Ed assured us that he wouldn't mind the across the river company, so we pulled in as he suggested.  The fact that Ed told us that he has returned to Skeena country every year for the past 25 years gave us confidence that he knew what he was talking about.  We already got that sense when we fished Ed's other spot earlier in the day.  The "featureless" glide Ed had been fishing actually had more depth and structure than we realized when we floated past it previously.  Fishing that run shed light on just how much one can discover if one is allowed to fish a given watercourse long and often enough and we surely wished we could spend a greater part of our existence up that way!!

As we got into formation in our new found run, we discovered that Ed was true to his word, this was fishy looking water that swung great.  We also knew that we were in line with Ed's methods as he had asked us "you guys skatin'??" and he informed that all he does is skate a riffle hitched buck bug.  It was pure joy to watch Ed's relaxed and confident style of fishing.

As I began walking upstream to my typical position, I found myself wanting to keep going and going as the water kept looking better and better.  I noted a midriver rock and Ed simultaneously yelled across to me "be sure to fish around that rock, it fishes good".  I continued up until I was a ways above the rock in some nice choppy riffle water.  I feel most confident in broken water for some reason - maybe a sense of security that the bouncy water will hide all my casting and other blunders.

As I worked my way down, a rise came to my fly just as I began to strip in for the next cast.  I dropped the strip of line and the steelhead rose again, but missed.  I drew the rod back upstream a bit and the steelhead rose yet again and I was able to time dropping the rod on the strike.  As I drew the rod back, I felt tension and the fish was on.  I initially stripped in line to keep tension on this fish and realized this steelhead was not exactly a monster.  I got him on the reel and he gave some stubborn bursts in close and I was able to land yet another one of these small, but perfect one salt steelhead. 
Smaller steelhead have seemed unusually abundant on this trip and I hope it is a sign of a strong run of larger steelhead in the future.

One salt steelhead
When I made my way down to the boat, we compared notes and Adrian informed that he raised a steelhead down low in the run.

We hit our "lunch run" next.  Steve raised one down low in the run, but could not elicit a comeback.
Peeking at Adrian's fly box
Green Highlander
Underwater shot of Adrian's Greenhighlander - irresistible!  Photo by Adrian Cortes
We hit a couple more spots new to us then we hit the "Treasure Island" run.  I decided to try the other channel.  When I was done and got back around, I found out that Adrian hooked and landed a nice buck up high in the run on a prototype fly we had named the "freebird".
Steelhead on the freebird.  Photo by Steve Turner

The release.  Photo by Steve Turner

Take that, evil human!  Photo by Steve Turner
The story on the "freebird":  On the evening of day 3, I had been at the vise tying up more of my foam skaters and Adrian started making "tying requests" such as "hey, can you tie a Wang, but with out foam??".  Huh??  How do I tie a foam skater without foam??  What Adrian conceptualized ended up being somewhat of a merging of the little wang with the greaseliner.  The fly ended up with natural Elk tied in front of the black elk and a topping of white skunk hair for visibility.  I am continuing to tinker with the design of this fly and am close to being satisfied with the version I have recently come up with.  The name "freebird" came to mind for the fly because as I sat there with Adrian making "tying requests", it reminded me of my days as a drummer in club bands in the late 80's and it seemed that the most requested song from our typically drunken (no, Adrian wasn't drunk) audiences was "freebird" by Lynrd Skynrd.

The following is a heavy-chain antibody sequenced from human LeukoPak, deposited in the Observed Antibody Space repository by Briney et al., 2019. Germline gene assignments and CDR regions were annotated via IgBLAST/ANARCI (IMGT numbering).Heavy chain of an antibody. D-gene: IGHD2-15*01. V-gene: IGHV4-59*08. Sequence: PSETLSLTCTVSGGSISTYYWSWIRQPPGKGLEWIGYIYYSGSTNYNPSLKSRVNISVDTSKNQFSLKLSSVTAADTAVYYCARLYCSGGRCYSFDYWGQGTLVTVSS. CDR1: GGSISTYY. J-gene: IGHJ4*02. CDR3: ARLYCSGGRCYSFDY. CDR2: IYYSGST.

Freebird prototypes.  Photo by Adrian Cortes
 We finished off the trip at the long glide that produced my most memorable comback steelhead the day before.  We confidently got into our positions with much anticipation as this had been among the "loaded" runs we had encountered.  We fished as determined as ever as we knew this was our "swan song".  I approached the gentle rippled spot that produced my comback episode and nothing happened.  Adrian fished his hot zone with no result.  Steve fished his sweet spot down low with no response.  As we reeled up and gathered at the boat, we reflected on the most perfect and blessed trip that could only have been orchestrated by our God, the creator of the universe, and to Him be the Glory!
Blessed Friendships!  Photo by Steve Turner

For those equipment junkies out there:

Steve's setup (used most of the trip):  Sage One 6126, Bauer Rogue reel, and SA Scandi Extreme head.

Adrian's setup:  JM Reid Summer Run - 12' 6/7wt cane rod, 4 inch Dingley lined with a Vector Ballistic.

My setups:
most used - 11' 6wt Cabelas TLR switch (an 80 dallah rod), Hardy Perfect 3 7/8 narrow drum, 350 gr Ambush head, Rio Powerflex .030 running line
My second setup:  11.5' 7wt Cabela's TLR switch (another 80 dallah rod), SA System 10 (same as Hardy Marquis Salmon 1), 390 grain Rage head, 25lb Ridge running line.  Hand tied Maxima Leaders.
Briefly used:  Original Echo Classic 6126, 4" JW Young Beaudex, 390 Airflo compact Scandi

Even on the big water we fished, I found my two Cabela's switch rods to be totally adequate for the casts I was making.  I continue to be amazed that how those inexpensive TLRs perform.  Goes to show that one doesn't have to spend tons of money to have fun in this sport.

Coffee:  Seattle's Best
Chips:  Lays and Ms. Vickies